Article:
Open Arms says conditions for 107 migrants on board too dire to make 6-day journey to the Spanish port.
A Spanish charity operating a migrant rescue boat stranded off the coast of Italy has rejected Spain’s offer to dock in Algeciras, citing a “humanitarian emergency” faced by more than 100 people on board.
Open Arms’ spokeswoman Laura Lanuza on Sunday said that delaying disembarkation by another six days, the time it would take to reach the port in southern Spain, may put the safety of the migrants and the crew at risk.
The migrants, most of whom are African, were picked up by the Open Arms vessel off the coast of Libya in the past two weeks and have been waiting to disembark on the southern Italian island of Lampedusa.
“We are in a state of extreme humanitarian emergency. What they need is to be disembarked now,” Lanuza said. “It is unthinkable to navigate for six days; that is what it would take for us to arrive at Algeciras.”
The rescue group’s decision continues the standoff with Italy’s far-right Minister of Interior Matteo Salvini, who had ordered his officials to not let the vessel enter Italian waters.
On Saturday though, Salvini made a partial concession by allowing 27 minors to leave the boat, saying he agreed at the insistence of Italian Prime Minister Giuseppe Conte.
Earlier on Sunday, Spanish Prime Minister Pedro Sanchez said in a statement that the port of Algeciras was “ready to receive the Open Arms boat”.
“Spain always acts on humanitarian emergencies. It is necessary to establish an orderly and supportive European solution, leading the migration challenge with the EU’s values of progress and humanism,” he posted on Twitter.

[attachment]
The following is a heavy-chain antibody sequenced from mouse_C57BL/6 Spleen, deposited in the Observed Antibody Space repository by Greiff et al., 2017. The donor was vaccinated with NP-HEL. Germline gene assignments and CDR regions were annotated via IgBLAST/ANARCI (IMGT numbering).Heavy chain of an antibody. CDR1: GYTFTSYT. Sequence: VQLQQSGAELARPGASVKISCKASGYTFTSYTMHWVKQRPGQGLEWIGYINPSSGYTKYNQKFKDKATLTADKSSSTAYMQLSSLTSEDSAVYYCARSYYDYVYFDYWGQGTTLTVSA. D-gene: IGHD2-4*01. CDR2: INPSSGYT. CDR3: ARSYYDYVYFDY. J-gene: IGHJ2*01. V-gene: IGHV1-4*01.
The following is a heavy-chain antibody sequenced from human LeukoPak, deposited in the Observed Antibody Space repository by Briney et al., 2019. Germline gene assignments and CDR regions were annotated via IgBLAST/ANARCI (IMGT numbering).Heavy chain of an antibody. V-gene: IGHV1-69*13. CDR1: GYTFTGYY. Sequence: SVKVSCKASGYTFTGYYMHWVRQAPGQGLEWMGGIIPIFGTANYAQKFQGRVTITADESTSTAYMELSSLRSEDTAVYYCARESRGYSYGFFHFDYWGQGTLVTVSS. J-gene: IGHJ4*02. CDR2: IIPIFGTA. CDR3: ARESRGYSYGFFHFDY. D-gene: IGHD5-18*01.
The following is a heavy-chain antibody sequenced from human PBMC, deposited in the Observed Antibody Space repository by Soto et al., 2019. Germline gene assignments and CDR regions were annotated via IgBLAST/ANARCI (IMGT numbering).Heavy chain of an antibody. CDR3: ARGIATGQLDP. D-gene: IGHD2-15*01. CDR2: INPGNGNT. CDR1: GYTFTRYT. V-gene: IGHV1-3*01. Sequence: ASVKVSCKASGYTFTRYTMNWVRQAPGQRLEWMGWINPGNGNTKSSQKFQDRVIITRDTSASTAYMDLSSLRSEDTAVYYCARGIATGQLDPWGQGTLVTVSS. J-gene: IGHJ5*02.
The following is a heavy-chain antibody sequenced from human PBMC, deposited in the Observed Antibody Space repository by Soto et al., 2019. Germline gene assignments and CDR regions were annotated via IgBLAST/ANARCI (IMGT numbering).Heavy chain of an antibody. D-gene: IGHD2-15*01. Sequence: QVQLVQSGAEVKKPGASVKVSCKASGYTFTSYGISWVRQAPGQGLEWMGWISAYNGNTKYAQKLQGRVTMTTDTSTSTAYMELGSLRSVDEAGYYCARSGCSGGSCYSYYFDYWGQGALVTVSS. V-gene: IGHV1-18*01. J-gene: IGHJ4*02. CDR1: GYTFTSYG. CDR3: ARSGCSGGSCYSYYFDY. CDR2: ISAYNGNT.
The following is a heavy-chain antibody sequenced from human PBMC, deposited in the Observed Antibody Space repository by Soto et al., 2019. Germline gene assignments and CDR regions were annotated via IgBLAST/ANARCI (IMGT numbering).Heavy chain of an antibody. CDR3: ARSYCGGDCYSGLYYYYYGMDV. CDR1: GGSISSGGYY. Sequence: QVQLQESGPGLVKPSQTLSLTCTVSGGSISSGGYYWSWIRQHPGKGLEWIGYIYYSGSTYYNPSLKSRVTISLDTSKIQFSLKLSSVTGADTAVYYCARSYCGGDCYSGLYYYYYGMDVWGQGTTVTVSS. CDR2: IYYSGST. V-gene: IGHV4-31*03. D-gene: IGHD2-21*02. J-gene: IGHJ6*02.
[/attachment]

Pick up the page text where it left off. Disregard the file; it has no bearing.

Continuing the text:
‘Desperation has its limits’
Meanwhile, at least four migrants on board the Open Arms boat, anchored about 275 metres off Lampedusa for 17 days, jumped into the sea on Sunday in a desperate attempt to swim to the shore.
Several crew members from the boat jumped into the water to stop the migrants, who were wearing life vests, and brought them back on board.
Open Arms founder Oscar Camps tweeted a video of the migrants’ attempt to swim to the shore, saying: “We have been warning for days desperation has its limits.”
In the last two weeks, at least 40 ailing or minor migrants were taken ashore by Open Arms, leaving 107 more on board, according to the organisation.
Migrants at centre of political rift
In a Facebook post, far-right leader Salvini hailed Spain’s offer to migrants as a victory. “Those who stick it out are the ones who win,” he said, adding that any other minister would probably “have given in”.
He later tweeted that Open Arms’ refusal of Spain’s offer was “incredible and unacceptable”.
Salvini also renewed his attack on the charity, accusing it of lying about the conditions on board and calling their decision to remain in Italian waters “a political statement”.
Salvini rose to popularity on a hardline anti-migrant stance and has repeatedly faced off with ships carrying rescued migrants.
But the Open Arms standoff has laid bare the split between Salvini’s anti-migrant League and the 5-Star Movement, which govern Italy together.
Salvini, who is also the deputy prime minister, is seeking to end Conte’s populist coalition with a no-confidence vote and early election that he hopes would make him the prime minister.
In an open letter last week, Conte accused Salvini of disloyalty and using immigration for political gain.
France, Germany, Romania, Portugal, Spain and Luxembourg said earlier this week they would help relocate the migrants. The offer would take place once the ship docked in Algeciras, the Spanish government said in a statement.
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